Archive for the 'Holidays' Category

Singing for one’s locally-grown supper

The MetMy parents and I tried something a little different over the holidays this year — we celebrated in New York City. We hit all the typical requirements of Christmas in New York: the Rockettes, FAO Schwartz, Rockefeller Center, the New York City Ballet’s production of the Nutcracker — but also included plenty of unexpected stops along the way.

Among the most interesting of these stops was a backstage tour of the Metropolitan Opera, where we stood on the stage, tromped around amidst giant set pieces, and peeked into the dressing rooms.

Let you think it was all papier mache and union guys shouting at each other in thick Brooklyn accents (and there was plenty of both of those), let me assure you that opera singers and their behind-the-scenes team think about more than just the next entrance cue. As our tour guide whisked us through the maze of passageways behind and under the stage, I caught a glimpse of an article tacked to one of the company bulletin boards: “Let Farmers Fill Your Fridge.”

Because the Met has strict rules about making sure you are stepping on the heels of your tour guide at all times, I wasn’t able to take the time to skim the article or figure out in what magazine it appeared. However, it made me grin to know that even opera folks in the middle of Manhattan are concerned about the origin of the food that graces their table.

Green Thumb Sunday: Christmas bow

Christmas bow, frozen

Gardeners, plant and nature lovers can join in Green Thumb Sunday every week. Visit As the Garden Grows for more information.

Also, a very happy holidays to you and yours, no matter what you’re celebrating. I’ll be back in the New Year with more garden posts!

Pear salad with honey-cranberry drizzle

Thanksgiving feastOur family Thanksgiving menu is a little bit of a moving target. Turkey? Check. Stuffing? Check. Cranberry sauce? Check.

But sometimes the sweet potatoes show up roasted, sometimes mashed, sometimes in a pie. Some years, mashed potatoes make an appearance, other years, we save them for another meal. This year, steamed broccoli made the menu.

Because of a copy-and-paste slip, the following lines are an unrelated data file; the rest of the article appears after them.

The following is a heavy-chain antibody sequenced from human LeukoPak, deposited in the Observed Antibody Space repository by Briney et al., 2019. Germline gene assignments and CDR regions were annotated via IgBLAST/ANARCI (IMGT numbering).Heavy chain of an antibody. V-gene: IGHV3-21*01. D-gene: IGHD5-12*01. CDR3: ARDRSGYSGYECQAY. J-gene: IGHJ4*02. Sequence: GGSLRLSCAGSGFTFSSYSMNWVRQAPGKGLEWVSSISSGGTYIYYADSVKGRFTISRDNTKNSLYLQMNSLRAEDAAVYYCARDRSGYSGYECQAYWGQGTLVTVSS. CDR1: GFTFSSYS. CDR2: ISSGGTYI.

Yes, steamed broccoli. Come on…don’t you think “steamed broccoli” whenever you think “pilgrim hat?”

We generally have some manner of salad, and this year, Mom mentioned a pear salad in the days leading up to the feasting. However, at a critical moment just before our guests were to arrive, she arranged some romaine leaves on five plates and handed me three washed pears. “Here you go,” she said. “You’re in charge of the salad.”

The moment of truth upon me, I took a look at what I had to work with: one red pear, two yellow pears. Some pecans. Dried cranberries.

I set to work, slicing the pears thinly and arranging them on the plate in the world’s most OCD manner. As it turned out, I needed the whole red pear, and 1.2 yellow pears to accomplish an even number of slices on each plate.

That left me with .8 yellow pear. What do you do with that? It’s not like you can eat it, not when you’re faced with the impending groaning sideboard. And then, inspiration hit. I diced the last .8 pear, mixed that diced pear with dried cranberries, and topped the slices with the mixture. I added crumbled pecans on top, and then had to decide how to finish the dish.

Had I had blue cheese, this is where I would have crumbled some of that, too, and called it a salad. But Mom had just purged the refrigerator of blue cheese, and while she did have some blue cheese dressing in the refrigerator door, it was good that we checked the expiration date: it turned out to be June, and that left me back at the drawing board. It needed a finishing touch, and if it wasn’t to be cheese-related, then I was going to have to improvise an actual dressing.

“I have honey mustard dressing,” she said, but that didn’t jibe with my developing salad fantasy.

“Do you have honey?” I asked.

She did.

“Cranberry juice?”

Also a yes.

And thus was born a slightly sweet, fruit-appropriate, yet Thanksgivingesque dressing for the pear salad. Drizzled overtop, it was delicious, and would also make a nice addition to the table any time you have pears at perfect, sliceable stage of ripeness.

Pear salad with honey-cranberry drizzle
Pear salad (Serves 5)

Enough romaine leaves to line 5 plates
3 pears (preferably different colors, for contrast)
1/3 c. dried cranberries
¼ c. pecan halves
1 ½ Tbsp honey
2 Tbsp cranberry juice

  1. Line the plates with the romaine leaves.
  2. Slice the pears thinly, reserving approximately ¾ of one pear. Arrange the slices evenly on the lettuce leaves.
  3. Dice the remaining pear and mix it with the cranberries. Divide the mixture evenly between the five plates, mounding it in the center of the sliced pears.